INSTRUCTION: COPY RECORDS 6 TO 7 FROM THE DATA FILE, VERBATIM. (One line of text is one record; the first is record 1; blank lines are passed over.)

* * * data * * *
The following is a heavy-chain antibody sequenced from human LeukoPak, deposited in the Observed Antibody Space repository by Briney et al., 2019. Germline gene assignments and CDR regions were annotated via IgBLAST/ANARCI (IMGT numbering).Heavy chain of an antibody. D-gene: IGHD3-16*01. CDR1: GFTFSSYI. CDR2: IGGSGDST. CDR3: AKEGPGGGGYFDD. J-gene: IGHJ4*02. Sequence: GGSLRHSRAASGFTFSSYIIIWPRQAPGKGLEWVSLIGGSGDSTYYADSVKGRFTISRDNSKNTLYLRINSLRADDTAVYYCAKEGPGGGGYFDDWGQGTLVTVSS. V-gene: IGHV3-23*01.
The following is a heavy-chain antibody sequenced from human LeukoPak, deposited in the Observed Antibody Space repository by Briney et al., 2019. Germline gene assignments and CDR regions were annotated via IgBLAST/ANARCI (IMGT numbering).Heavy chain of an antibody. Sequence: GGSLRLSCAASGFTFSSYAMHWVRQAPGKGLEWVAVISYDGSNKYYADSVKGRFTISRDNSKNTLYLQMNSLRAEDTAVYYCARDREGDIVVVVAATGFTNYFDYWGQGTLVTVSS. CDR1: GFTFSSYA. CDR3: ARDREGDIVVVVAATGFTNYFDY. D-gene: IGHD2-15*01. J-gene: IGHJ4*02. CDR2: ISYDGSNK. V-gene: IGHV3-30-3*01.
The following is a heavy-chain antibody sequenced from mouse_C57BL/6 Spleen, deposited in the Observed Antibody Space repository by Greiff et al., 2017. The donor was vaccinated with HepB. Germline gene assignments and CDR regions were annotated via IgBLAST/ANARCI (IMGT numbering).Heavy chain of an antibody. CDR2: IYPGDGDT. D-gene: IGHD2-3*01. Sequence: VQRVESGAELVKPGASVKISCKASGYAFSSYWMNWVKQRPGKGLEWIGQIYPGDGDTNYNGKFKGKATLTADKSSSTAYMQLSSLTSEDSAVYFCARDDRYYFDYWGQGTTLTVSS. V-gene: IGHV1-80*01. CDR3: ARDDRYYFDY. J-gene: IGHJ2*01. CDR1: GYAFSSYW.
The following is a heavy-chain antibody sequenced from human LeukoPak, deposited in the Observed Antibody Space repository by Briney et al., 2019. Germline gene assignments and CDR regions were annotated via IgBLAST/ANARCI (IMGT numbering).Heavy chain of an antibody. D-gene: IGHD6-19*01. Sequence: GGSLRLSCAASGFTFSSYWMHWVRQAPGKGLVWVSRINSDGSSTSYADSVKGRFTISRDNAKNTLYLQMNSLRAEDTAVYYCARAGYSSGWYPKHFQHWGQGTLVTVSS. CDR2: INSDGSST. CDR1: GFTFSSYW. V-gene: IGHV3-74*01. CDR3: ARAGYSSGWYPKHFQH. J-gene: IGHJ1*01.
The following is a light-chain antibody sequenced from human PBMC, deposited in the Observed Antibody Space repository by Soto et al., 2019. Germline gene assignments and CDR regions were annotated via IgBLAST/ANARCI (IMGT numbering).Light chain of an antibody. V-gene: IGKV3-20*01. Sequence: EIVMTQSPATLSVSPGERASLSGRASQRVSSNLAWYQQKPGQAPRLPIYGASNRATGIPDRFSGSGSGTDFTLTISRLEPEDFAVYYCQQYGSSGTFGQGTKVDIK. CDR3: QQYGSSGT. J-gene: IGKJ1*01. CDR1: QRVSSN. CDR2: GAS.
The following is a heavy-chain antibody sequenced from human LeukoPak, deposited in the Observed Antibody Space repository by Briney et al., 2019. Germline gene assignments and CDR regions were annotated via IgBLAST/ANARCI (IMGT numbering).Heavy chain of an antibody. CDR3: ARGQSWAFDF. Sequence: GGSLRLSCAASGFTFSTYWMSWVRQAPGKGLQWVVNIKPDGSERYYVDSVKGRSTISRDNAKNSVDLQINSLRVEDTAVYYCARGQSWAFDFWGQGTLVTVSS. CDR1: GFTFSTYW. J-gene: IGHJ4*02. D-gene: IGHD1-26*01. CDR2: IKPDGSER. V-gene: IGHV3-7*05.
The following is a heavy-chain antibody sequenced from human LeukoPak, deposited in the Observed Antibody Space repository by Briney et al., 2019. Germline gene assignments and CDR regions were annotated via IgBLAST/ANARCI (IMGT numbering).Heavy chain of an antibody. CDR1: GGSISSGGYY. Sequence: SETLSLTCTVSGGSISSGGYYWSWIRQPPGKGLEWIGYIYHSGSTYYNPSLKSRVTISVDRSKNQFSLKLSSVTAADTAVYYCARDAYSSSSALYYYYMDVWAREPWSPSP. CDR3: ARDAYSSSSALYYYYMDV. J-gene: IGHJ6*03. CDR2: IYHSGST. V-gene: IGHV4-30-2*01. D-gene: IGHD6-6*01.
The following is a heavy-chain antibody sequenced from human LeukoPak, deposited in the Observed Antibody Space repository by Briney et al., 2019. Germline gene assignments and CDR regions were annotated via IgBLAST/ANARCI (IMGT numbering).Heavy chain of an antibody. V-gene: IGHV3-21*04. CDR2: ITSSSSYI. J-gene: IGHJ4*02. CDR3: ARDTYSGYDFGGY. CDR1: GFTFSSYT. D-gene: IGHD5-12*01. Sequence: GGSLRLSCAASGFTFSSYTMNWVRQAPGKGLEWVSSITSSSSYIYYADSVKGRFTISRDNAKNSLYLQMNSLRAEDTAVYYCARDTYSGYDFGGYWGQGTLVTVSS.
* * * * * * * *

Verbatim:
The following is a heavy-chain antibody sequenced from human LeukoPak, deposited in the Observed Antibody Space repository by Briney et al., 2019. Germline gene assignments and CDR regions were annotated via IgBLAST/ANARCI (IMGT numbering).Heavy chain of an antibody. CDR3: ARGQSWAFDF. Sequence: GGSLRLSCAASGFTFSTYWMSWVRQAPGKGLQWVVNIKPDGSERYYVDSVKGRSTISRDNAKNSVDLQINSLRVEDTAVYYCARGQSWAFDFWGQGTLVTVSS. CDR1: GFTFSTYW. J-gene: IGHJ4*02. D-gene: IGHD1-26*01. CDR2: IKPDGSER. V-gene: IGHV3-7*05.
The following is a heavy-chain antibody sequenced from human LeukoPak, deposited in the Observed Antibody Space repository by Briney et al., 2019. Germline gene assignments and CDR regions were annotated via IgBLAST/ANARCI (IMGT numbering).Heavy chain of an antibody. CDR1: GGSISSGGYY. Sequence: SETLSLTCTVSGGSISSGGYYWSWIRQPPGKGLEWIGYIYHSGSTYYNPSLKSRVTISVDRSKNQFSLKLSSVTAADTAVYYCARDAYSSSSALYYYYMDVWAREPWSPSP. CDR3: ARDAYSSSSALYYYYMDV. J-gene: IGHJ6*03. CDR2: IYHSGST. V-gene: IGHV4-30-2*01. D-gene: IGHD6-6*01.